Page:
Incredible work of game mechanics, artstyle and music. Modern chess, where you know exactly what your enemy will do on his turn and it's not making game easier, but gives it more uniqueness and depth. Not much plot so you don't need to worry about that and concentrate on playing. Just a great game
«Just one more turn»
«Can’t stop playing»
Another very fine game from Subset Games. I enormously liked their first game, Faster Than Light (FTL) and their second game is even better. It is a round-based strategy game in which you control three bots/tanks and you have to ward off enemy attacks through a series of levels - the enemy attempts to destroy the buildings on the map and your bots. You need to survive four rounds and not loose too many building to succeed.
You can man the bots with something like heroes (they have special skills but you start out just with one and have to find others) or regular soldiers. You can also upgrade the bots to gain special skills, most of which you have to buy from the mission rewards.
There are 10 different sets of bots (3 apiece) which you can use in a campaign, and having just played three of these sets I can already say that they change the strategy completely.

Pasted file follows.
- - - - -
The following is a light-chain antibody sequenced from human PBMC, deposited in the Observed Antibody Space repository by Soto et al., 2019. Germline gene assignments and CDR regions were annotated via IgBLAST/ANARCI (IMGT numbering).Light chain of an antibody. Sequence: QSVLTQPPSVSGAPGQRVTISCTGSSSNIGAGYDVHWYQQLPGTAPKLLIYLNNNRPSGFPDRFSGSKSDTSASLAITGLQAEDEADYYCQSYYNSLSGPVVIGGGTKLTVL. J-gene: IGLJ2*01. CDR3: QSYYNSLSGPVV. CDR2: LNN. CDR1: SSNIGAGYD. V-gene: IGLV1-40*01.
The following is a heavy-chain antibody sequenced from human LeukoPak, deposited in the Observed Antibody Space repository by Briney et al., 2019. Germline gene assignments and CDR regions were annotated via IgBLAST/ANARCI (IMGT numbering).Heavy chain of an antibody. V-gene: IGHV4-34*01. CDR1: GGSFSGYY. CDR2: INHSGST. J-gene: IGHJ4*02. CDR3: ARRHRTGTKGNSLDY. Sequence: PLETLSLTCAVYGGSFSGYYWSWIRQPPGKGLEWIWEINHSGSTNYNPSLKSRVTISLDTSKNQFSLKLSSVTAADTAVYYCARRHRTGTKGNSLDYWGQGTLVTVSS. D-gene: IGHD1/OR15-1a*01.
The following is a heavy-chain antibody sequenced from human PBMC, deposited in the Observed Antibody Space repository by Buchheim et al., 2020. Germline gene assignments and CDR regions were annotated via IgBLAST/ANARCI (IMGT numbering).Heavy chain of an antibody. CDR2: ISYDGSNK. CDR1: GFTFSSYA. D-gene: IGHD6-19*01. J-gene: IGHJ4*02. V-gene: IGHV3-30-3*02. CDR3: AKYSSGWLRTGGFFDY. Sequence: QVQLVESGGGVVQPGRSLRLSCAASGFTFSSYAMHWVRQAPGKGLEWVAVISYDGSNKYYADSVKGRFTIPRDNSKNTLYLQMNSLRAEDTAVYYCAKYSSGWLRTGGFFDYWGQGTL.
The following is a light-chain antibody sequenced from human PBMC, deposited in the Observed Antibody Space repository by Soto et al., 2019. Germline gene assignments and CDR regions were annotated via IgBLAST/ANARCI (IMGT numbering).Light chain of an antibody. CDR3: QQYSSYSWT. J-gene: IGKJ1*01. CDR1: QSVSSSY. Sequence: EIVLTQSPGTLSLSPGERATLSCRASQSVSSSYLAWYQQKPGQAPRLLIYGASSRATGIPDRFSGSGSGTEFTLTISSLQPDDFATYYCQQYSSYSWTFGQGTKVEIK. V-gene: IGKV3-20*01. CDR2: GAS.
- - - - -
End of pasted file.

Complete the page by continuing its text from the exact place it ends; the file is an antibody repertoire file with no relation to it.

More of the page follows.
This is probably the game with the highest replayability I know. Every map, every bot-set, every playthrough is completely different. And it is very mind-challenging. You have to think ahead at least a turn to get a perfect result. It is a bit like chess.
And one thing I love and hate about this game (and same goes for FTL) - sometimes, you get kicked in the ass and there is no way around it. No matter how good you are at the game, sometimes you get into situations that are unsolvable - but you always feel like if you had done something different a few turns ago, it would have been fine. You have to admit defeat and start over...
I'd recommend this to any round-based strategy fan who likes a mental challenge :)
«Blew my mind»
«Just one more turn»
5 hours in, and I reached the end a few times. I can't recommend this game as here is why: Pros: Core gameplay is great, challenging, but fair. Cons: 1. You don't feel like you improve over the course of the game. The final level treats you like little pathetic shit, the same you used to be in the beginning. 2. Upgrades are lame and unrewarding. 3. It takes to long to unlock new squads. 4. No story. 5. Finally, all of this contribute to overall low replay value.
Elegant and well-designed, this strategy game brings innovative dynamics to the table. Attacking is utilizing limited actions to maximum benefit. You also can't avoid some negative effects even when you play perfectly. The game is ingenious for showing the enemies next target to attack. So you often need to negate the enemy's action. I'd say that at times it feels more like a puzzler than a strategy game. Basically you try to find the least terrible outcome for you each time. For this the game is hard but still a unique and fun experience.